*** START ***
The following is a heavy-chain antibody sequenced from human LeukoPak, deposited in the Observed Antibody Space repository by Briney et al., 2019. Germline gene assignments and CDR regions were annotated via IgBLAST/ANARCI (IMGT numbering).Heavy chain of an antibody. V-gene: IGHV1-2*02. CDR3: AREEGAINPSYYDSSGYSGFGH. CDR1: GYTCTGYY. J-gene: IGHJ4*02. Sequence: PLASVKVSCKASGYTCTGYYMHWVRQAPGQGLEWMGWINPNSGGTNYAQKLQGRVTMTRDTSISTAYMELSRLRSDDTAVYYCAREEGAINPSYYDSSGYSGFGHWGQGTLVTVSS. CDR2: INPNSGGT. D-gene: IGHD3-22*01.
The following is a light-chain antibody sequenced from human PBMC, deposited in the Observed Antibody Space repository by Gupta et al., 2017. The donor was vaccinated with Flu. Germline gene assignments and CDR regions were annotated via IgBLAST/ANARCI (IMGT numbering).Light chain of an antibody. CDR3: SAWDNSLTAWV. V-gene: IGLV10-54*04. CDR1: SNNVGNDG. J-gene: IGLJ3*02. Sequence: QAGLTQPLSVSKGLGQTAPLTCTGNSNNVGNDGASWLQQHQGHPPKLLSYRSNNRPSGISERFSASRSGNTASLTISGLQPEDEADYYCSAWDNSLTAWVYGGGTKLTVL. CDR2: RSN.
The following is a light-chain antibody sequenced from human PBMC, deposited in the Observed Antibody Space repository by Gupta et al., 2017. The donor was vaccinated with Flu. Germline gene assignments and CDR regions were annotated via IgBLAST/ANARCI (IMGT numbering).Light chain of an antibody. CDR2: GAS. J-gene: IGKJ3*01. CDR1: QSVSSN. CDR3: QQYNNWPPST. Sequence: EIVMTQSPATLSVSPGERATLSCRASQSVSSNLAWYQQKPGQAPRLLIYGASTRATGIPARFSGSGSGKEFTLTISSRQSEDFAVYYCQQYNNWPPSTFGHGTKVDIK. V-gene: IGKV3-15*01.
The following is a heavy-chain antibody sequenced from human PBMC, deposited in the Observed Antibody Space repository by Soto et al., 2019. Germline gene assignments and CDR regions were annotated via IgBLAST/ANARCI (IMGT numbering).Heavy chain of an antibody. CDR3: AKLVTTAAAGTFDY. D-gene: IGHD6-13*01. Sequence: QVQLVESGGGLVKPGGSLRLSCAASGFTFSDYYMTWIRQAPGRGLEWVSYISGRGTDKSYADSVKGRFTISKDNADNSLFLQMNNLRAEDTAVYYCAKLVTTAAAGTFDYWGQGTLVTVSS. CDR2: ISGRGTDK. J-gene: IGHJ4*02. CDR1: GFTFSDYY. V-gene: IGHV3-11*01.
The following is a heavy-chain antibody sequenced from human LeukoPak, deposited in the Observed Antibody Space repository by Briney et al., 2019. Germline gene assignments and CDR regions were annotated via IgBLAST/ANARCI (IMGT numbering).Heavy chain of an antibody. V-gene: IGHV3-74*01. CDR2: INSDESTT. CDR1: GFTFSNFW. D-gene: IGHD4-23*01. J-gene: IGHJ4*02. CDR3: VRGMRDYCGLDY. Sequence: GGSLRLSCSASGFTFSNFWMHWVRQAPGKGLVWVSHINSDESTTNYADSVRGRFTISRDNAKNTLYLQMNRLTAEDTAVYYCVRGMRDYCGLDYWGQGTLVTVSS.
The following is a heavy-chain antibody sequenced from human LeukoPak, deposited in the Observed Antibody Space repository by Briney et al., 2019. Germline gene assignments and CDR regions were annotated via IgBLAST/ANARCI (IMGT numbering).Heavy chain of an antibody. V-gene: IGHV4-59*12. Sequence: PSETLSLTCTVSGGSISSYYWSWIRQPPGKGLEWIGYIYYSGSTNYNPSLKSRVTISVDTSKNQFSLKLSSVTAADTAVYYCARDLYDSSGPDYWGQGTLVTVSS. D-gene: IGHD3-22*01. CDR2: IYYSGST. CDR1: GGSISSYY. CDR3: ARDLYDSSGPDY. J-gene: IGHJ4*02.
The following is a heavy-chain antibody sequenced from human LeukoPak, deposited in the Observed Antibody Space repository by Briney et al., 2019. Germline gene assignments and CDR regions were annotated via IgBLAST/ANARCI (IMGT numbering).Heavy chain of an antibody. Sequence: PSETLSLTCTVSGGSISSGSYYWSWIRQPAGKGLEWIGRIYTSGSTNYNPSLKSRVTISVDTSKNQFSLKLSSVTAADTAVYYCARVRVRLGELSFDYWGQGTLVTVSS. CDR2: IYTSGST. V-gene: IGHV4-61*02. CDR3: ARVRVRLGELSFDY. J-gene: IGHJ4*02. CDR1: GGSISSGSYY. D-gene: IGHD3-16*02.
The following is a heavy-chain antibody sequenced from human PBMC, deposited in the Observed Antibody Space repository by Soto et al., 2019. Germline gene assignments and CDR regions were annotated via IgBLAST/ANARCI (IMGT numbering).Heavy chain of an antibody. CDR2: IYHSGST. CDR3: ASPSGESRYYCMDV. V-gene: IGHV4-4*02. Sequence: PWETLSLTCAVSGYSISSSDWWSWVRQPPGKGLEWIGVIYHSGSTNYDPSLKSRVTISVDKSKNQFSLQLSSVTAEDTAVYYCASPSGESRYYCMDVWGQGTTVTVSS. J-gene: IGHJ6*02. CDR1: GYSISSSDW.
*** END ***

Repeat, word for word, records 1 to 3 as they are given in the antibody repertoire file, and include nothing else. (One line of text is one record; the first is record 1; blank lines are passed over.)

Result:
The following is a heavy-chain antibody sequenced from human LeukoPak, deposited in the Observed Antibody Space repository by Briney et al., 2019. Germline gene assignments and CDR regions were annotated via IgBLAST/ANARCI (IMGT numbering).Heavy chain of an antibody. V-gene: IGHV1-2*02. CDR3: AREEGAINPSYYDSSGYSGFGH. CDR1: GYTCTGYY. J-gene: IGHJ4*02. Sequence: PLASVKVSCKASGYTCTGYYMHWVRQAPGQGLEWMGWINPNSGGTNYAQKLQGRVTMTRDTSISTAYMELSRLRSDDTAVYYCAREEGAINPSYYDSSGYSGFGHWGQGTLVTVSS. CDR2: INPNSGGT. D-gene: IGHD3-22*01.
The following is a light-chain antibody sequenced from human PBMC, deposited in the Observed Antibody Space repository by Gupta et al., 2017. The donor was vaccinated with Flu. Germline gene assignments and CDR regions were annotated via IgBLAST/ANARCI (IMGT numbering).Light chain of an antibody. CDR3: SAWDNSLTAWV. V-gene: IGLV10-54*04. CDR1: SNNVGNDG. J-gene: IGLJ3*02. Sequence: QAGLTQPLSVSKGLGQTAPLTCTGNSNNVGNDGASWLQQHQGHPPKLLSYRSNNRPSGISERFSASRSGNTASLTISGLQPEDEADYYCSAWDNSLTAWVYGGGTKLTVL. CDR2: RSN.
The following is a light-chain antibody sequenced from human PBMC, deposited in the Observed Antibody Space repository by Gupta et al., 2017. The donor was vaccinated with Flu. Germline gene assignments and CDR regions were annotated via IgBLAST/ANARCI (IMGT numbering).Light chain of an antibody. CDR2: GAS. J-gene: IGKJ3*01. CDR1: QSVSSN. CDR3: QQYNNWPPST. Sequence: EIVMTQSPATLSVSPGERATLSCRASQSVSSNLAWYQQKPGQAPRLLIYGASTRATGIPARFSGSGSGKEFTLTISSRQSEDFAVYYCQQYNNWPPSTFGHGTKVDIK. V-gene: IGKV3-15*01.